The Burmese-Canadian community is calling on the federal government to provide more material support to anti-military protesters after a week that saw some of the deadliest clashes between police and demonstrators in Myanmar since the military coup in that country.
The Burmese Canadian Action Network (BCAN) sent a letter to Prime Minister Justin Trudeau and Foreign Minister Marc Garneau this week, just one day after police killed 18 people and wounded 30, according to the United Nations.
“We, Burmese Canadians across Canada, are calling on the Government of Canada to provide tangible support for Burmese people struggling for freedom and democracy,” the letter reads.
The crisis began after Aung San Suu Kyi won a landslide re-election as state counsellor of Myanmar — a position equivalent to a prime minister — on Nov. 8 last year. The military questioned the results, accusing the winning party of fraud, before seizing power and placing Suu Kyi and other senior members of her government under arrest on Feb. 1. Since then, dozens of protesters have died — 34 on Wednesday alone — at the hands of police and more than 1,000 civilians and elected officials have been arrested.
From pot-banging to protesters taking to the streets clad in hard-hats and goggles to protect themselves from assaults by police, the demonstrations are happening daily, in spite of bans on political protests and on social media.
The letter to Trudeau and Garneau says Canada should take further action, including helping people who are now struggling with food scarcity. The civil unrest has caused major shutdowns in the country and interrupted the people’s daily lives, especially those who joined the Civil Disobedience Movement (CDM).
BCAN appealed to Canada to send food and material support via UN agencies and civil society organizations.
“We encourage you to find ways to provide such essential assistance urgently,” its letter reads.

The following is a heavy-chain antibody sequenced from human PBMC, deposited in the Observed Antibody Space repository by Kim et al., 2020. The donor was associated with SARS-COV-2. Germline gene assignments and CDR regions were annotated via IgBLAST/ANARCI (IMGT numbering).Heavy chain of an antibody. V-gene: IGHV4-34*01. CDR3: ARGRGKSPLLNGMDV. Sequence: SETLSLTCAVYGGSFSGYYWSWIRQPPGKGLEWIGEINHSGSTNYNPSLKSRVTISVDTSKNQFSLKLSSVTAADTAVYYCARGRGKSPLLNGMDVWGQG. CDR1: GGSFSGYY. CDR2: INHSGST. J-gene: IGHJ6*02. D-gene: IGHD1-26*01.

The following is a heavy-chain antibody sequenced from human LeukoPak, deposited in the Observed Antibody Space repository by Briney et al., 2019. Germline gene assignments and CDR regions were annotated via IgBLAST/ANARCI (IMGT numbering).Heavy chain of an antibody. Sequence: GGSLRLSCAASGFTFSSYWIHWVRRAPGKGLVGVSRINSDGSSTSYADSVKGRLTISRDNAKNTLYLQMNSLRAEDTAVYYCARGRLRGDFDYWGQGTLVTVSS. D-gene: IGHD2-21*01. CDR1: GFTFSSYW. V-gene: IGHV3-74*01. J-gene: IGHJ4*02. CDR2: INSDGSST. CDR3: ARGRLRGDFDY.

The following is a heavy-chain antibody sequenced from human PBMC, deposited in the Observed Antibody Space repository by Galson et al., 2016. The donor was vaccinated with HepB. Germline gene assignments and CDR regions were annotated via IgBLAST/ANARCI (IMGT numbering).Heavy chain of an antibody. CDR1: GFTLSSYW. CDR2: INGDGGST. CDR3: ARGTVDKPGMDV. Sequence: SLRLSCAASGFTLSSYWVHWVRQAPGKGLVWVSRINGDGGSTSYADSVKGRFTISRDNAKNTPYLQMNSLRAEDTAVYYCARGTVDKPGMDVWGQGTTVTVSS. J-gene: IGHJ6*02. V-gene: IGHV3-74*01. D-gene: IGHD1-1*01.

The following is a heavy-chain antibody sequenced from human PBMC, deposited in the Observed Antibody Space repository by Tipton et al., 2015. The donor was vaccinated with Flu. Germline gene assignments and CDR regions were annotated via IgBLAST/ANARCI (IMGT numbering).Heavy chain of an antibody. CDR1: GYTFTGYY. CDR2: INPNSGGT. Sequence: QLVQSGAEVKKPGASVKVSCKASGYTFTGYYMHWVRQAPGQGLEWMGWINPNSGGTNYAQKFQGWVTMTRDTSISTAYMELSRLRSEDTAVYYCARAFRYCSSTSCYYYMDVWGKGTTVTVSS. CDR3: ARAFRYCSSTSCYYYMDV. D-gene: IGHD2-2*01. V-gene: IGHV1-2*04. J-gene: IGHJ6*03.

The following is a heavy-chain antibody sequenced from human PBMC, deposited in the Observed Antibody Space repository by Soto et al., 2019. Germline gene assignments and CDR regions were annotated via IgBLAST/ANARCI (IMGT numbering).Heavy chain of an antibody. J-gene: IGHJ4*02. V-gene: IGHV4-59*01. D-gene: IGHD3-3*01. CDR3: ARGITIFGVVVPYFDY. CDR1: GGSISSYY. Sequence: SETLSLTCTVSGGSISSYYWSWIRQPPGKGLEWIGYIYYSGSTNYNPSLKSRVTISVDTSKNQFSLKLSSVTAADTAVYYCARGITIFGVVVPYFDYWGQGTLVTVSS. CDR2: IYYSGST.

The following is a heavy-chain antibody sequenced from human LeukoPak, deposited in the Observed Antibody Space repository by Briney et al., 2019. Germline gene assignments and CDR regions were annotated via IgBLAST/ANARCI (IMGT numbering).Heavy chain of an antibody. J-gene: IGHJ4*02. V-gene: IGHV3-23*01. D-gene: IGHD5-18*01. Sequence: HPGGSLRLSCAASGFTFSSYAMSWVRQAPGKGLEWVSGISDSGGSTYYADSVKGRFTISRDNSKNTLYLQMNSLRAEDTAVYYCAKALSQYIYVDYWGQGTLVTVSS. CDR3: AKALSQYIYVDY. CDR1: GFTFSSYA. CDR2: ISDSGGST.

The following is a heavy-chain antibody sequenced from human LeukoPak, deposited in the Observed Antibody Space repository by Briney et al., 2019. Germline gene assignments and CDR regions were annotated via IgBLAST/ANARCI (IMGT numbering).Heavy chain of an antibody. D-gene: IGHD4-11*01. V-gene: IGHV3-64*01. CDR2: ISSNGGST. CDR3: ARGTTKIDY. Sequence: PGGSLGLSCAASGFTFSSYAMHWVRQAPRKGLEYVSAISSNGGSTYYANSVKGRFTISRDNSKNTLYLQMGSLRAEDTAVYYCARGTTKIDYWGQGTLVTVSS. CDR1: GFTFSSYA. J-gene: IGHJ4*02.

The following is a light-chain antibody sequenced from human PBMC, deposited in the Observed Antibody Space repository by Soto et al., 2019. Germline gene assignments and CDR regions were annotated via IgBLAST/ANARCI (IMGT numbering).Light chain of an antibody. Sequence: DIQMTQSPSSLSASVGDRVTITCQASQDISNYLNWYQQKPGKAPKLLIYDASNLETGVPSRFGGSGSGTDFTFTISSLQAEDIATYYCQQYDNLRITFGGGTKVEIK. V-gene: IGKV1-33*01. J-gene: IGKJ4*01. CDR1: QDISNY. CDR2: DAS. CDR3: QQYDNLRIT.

The letter also calls on Canada to officially recognize the Committee Representing Pyidaungsu Htaw (CRPH). The CRPH, which was created soon after the coup with the support of 400 elected MPs, combines the Lower and Upper Houses of Myanmar’s parliament.
According to Tin Maung Htoo, spokesperson for the BCAN, the CRPH is currently working underground in defiance of the police and supporting the demonstrators under the radar, by releasing information and making announcements to the public.
“We are quite encouraged by the [Canadian] government’s stand and this stand and actions from the government is very encouraging for people on the ground in Burma, especially,” he said, referring to a move by Canada and Britain to impose economic sanctions on Myanmar.
The two countries made the move under the Special Economic Measures Act on Feb 18 after police violence escalated against demonstrators.
We don’t want to go back 20, 30 years — back to the dark age. That is why this is the time for us to do whatever we can.– Tin Maung Htoo
Maung Htoo was a student when he fled Myanmar during in 1988 after organizing protests against the military dictatorship.
“More than 3,000 people, mostly students, were killed in the streets,” Maung Htoo recalled.
“There was no freedom of expression, association, student unions were banned.”
The regime lasted over 20 years, finally ending when Myanmar achieved partial democracy in 2010.
Two years before the country opened itself to the world, the military wrote a new constitution, which allowed it to keep some of its former powers, including 25 per cent of seats in parliament and control of the defence, border affairs and home ministries.
When the military moved to take power in February, General Min Aung Hlaing announced the removal of 24 democratically elected ministers, naming 11 replacements..
Maung Htoo said he believes the coup is an act of desperation. He said the the military was gradually losing not only political control under Suu Kyi’s leadership but also economic power, since big business organizations are military-backed and military-owned.
“People are showing their strong stand and support for democratization in the country.” Maung Htoo said.
“We don’t want to go back 20, 30 years … back to the dark age. That is why this is the time for us to do whatever we can.”
View original article here Source